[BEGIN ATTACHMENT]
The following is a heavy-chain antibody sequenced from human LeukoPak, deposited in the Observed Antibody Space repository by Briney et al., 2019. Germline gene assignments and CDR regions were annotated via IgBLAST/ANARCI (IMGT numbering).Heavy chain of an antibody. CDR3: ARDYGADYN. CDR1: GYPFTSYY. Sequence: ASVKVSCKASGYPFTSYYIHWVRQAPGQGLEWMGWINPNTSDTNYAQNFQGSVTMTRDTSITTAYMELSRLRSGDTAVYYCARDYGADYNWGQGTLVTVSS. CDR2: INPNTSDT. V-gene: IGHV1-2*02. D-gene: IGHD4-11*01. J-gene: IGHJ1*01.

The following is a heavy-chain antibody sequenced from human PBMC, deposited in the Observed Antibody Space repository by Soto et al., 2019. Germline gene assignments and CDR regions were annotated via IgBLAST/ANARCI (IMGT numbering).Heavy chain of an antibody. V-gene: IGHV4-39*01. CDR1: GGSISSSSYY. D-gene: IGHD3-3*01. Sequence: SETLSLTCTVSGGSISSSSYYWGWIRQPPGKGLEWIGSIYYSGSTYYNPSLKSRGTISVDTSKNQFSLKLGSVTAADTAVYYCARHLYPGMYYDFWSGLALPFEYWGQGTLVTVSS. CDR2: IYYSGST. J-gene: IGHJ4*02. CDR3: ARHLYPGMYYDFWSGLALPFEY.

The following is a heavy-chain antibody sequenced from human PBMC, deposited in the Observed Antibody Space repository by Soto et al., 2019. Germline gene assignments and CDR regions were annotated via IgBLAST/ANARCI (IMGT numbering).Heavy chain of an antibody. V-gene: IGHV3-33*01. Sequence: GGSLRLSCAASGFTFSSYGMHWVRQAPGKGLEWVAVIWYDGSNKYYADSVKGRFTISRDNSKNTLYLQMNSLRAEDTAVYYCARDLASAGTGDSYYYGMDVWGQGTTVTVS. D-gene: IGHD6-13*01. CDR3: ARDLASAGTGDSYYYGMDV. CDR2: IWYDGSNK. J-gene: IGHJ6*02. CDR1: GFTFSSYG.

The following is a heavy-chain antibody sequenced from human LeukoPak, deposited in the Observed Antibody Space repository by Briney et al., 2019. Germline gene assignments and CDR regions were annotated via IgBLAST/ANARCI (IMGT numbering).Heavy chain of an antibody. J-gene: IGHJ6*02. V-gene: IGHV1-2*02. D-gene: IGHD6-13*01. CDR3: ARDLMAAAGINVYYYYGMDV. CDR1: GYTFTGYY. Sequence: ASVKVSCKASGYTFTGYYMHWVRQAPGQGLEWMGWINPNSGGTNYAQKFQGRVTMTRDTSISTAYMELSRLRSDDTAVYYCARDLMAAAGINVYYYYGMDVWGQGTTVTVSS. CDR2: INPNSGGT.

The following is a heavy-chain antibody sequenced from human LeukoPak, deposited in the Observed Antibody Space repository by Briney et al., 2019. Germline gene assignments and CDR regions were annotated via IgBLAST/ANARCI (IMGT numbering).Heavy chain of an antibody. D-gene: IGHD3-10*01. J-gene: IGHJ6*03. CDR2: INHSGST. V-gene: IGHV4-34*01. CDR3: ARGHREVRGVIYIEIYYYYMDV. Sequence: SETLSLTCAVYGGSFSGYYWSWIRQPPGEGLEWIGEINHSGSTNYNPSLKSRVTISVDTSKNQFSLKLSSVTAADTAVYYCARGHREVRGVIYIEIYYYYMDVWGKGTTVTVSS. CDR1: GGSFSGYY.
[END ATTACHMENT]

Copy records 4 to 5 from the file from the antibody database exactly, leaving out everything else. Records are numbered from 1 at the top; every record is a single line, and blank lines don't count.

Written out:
The following is a heavy-chain antibody sequenced from human LeukoPak, deposited in the Observed Antibody Space repository by Briney et al., 2019. Germline gene assignments and CDR regions were annotated via IgBLAST/ANARCI (IMGT numbering).Heavy chain of an antibody. J-gene: IGHJ6*02. V-gene: IGHV1-2*02. D-gene: IGHD6-13*01. CDR3: ARDLMAAAGINVYYYYGMDV. CDR1: GYTFTGYY. Sequence: ASVKVSCKASGYTFTGYYMHWVRQAPGQGLEWMGWINPNSGGTNYAQKFQGRVTMTRDTSISTAYMELSRLRSDDTAVYYCARDLMAAAGINVYYYYGMDVWGQGTTVTVSS. CDR2: INPNSGGT.

The following is a heavy-chain antibody sequenced from human LeukoPak, deposited in the Observed Antibody Space repository by Briney et al., 2019. Germline gene assignments and CDR regions were annotated via IgBLAST/ANARCI (IMGT numbering).Heavy chain of an antibody. D-gene: IGHD3-10*01. J-gene: IGHJ6*03. CDR2: INHSGST. V-gene: IGHV4-34*01. CDR3: ARGHREVRGVIYIEIYYYYMDV. Sequence: SETLSLTCAVYGGSFSGYYWSWIRQPPGEGLEWIGEINHSGSTNYNPSLKSRVTISVDTSKNQFSLKLSSVTAADTAVYYCARGHREVRGVIYIEIYYYYMDVWGKGTTVTVSS. CDR1: GGSFSGYY.